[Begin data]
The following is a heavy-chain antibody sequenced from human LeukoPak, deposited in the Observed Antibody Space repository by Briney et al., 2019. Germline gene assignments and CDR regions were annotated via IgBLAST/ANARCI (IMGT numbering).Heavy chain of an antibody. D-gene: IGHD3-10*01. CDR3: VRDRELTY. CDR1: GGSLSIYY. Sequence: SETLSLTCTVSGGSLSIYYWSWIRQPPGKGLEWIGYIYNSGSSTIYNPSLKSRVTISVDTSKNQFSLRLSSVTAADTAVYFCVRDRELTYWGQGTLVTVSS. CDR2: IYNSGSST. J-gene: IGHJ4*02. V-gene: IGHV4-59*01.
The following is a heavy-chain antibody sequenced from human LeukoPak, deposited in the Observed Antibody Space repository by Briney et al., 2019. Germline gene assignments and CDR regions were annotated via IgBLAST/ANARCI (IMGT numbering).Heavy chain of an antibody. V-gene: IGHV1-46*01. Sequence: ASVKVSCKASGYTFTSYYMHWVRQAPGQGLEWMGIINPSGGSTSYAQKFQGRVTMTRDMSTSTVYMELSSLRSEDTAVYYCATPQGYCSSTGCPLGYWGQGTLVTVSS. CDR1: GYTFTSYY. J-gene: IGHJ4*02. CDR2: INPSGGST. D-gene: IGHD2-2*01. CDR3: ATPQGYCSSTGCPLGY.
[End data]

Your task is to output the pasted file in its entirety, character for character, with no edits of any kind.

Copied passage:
The following is a heavy-chain antibody sequenced from human LeukoPak, deposited in the Observed Antibody Space repository by Briney et al., 2019. Germline gene assignments and CDR regions were annotated via IgBLAST/ANARCI (IMGT numbering).Heavy chain of an antibody. D-gene: IGHD3-10*01. CDR3: VRDRELTY. CDR1: GGSLSIYY. Sequence: SETLSLTCTVSGGSLSIYYWSWIRQPPGKGLEWIGYIYNSGSSTIYNPSLKSRVTISVDTSKNQFSLRLSSVTAADTAVYFCVRDRELTYWGQGTLVTVSS. CDR2: IYNSGSST. J-gene: IGHJ4*02. V-gene: IGHV4-59*01.
The following is a heavy-chain antibody sequenced from human LeukoPak, deposited in the Observed Antibody Space repository by Briney et al., 2019. Germline gene assignments and CDR regions were annotated via IgBLAST/ANARCI (IMGT numbering).Heavy chain of an antibody. V-gene: IGHV1-46*01. Sequence: ASVKVSCKASGYTFTSYYMHWVRQAPGQGLEWMGIINPSGGSTSYAQKFQGRVTMTRDMSTSTVYMELSSLRSEDTAVYYCATPQGYCSSTGCPLGYWGQGTLVTVSS. CDR1: GYTFTSYY. J-gene: IGHJ4*02. CDR2: INPSGGST. D-gene: IGHD2-2*01. CDR3: ATPQGYCSSTGCPLGY.